There’s been a lot of discussion lately about dumping art, music and PE from public school curricula.
Proponents argue that these subjects aren’t necessary to prepare a child for a successful working life, and we need to concentrate on the practical basics like reading, writing and arithmetic. Opponents claim these subjects are necessary in order for that child to be healthy and “well-rounded.” Both groups seem to be missing a much larger point.
When our clock radio wakes us up with music in the morning, did we ever consider
where does that music we enjoy come from? People who were exposed to it and encouraged to pursue their interest in it in band, orchestra or chorus in their public schools when they were kids, who played and sang for years in to make their way in a musical career.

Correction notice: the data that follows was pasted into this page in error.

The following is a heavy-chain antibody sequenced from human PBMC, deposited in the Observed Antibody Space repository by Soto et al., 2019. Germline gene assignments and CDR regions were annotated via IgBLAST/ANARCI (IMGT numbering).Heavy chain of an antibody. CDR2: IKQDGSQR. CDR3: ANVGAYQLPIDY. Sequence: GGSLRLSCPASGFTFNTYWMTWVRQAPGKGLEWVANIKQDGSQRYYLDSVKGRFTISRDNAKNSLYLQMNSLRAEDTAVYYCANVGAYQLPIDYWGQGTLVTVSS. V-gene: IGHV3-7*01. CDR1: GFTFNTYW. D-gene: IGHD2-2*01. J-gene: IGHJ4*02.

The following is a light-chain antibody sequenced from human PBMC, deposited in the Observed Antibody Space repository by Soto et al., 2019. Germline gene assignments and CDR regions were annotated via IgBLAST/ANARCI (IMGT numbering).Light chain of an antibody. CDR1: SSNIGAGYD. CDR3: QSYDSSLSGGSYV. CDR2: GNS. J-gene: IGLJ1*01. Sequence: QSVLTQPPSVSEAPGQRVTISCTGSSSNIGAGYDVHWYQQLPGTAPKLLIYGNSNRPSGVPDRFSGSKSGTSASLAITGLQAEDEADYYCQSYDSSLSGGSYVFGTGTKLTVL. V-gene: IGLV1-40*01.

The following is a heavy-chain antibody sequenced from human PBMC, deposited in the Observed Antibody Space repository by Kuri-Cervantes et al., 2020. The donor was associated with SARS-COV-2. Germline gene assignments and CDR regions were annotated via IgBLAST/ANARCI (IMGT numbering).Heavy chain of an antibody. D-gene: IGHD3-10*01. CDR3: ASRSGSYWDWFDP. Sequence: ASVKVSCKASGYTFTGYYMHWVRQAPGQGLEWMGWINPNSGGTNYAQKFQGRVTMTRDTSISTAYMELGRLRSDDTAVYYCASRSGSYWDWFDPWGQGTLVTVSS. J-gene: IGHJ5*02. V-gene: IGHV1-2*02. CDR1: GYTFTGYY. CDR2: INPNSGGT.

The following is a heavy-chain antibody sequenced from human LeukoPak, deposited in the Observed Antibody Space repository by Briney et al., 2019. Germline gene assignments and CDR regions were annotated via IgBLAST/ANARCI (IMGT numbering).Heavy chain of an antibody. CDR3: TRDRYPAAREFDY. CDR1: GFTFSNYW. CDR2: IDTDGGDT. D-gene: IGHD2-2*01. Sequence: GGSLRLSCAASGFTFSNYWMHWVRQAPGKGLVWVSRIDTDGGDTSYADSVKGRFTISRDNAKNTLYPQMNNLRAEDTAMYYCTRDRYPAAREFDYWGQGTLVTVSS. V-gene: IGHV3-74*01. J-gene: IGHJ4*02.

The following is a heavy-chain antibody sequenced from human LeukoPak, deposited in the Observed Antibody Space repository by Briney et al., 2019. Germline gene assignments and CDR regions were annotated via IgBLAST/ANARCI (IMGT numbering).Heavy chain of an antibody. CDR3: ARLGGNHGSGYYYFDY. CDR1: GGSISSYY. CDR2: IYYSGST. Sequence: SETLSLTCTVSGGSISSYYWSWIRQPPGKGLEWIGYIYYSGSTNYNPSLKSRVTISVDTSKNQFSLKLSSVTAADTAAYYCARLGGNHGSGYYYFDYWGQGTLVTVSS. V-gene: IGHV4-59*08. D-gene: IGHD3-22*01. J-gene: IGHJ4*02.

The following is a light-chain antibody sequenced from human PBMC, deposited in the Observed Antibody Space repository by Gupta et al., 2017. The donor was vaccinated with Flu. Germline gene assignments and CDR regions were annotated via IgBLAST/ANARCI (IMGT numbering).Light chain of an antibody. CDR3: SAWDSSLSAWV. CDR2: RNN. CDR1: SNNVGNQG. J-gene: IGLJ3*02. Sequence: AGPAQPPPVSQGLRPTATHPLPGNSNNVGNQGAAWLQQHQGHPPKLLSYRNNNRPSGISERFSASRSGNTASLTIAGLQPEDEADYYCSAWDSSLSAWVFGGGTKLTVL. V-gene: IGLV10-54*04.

Telling our kids to stay in their desks and memorize the multiplication tables might produce workers who can master rote tasks on ever-dwindling production lines, but if no product is being sold, there will be no work for them.
If our state and our nation are to compete in our own markets as well as world markets, our offerings must be of superior quality and design, produced by people who find fulfillment in their jobs. Our culture can and should be a big component of an international marketing effort.
We’re much less likely to be successful in our efforts without basic strengths in art, music and physical health.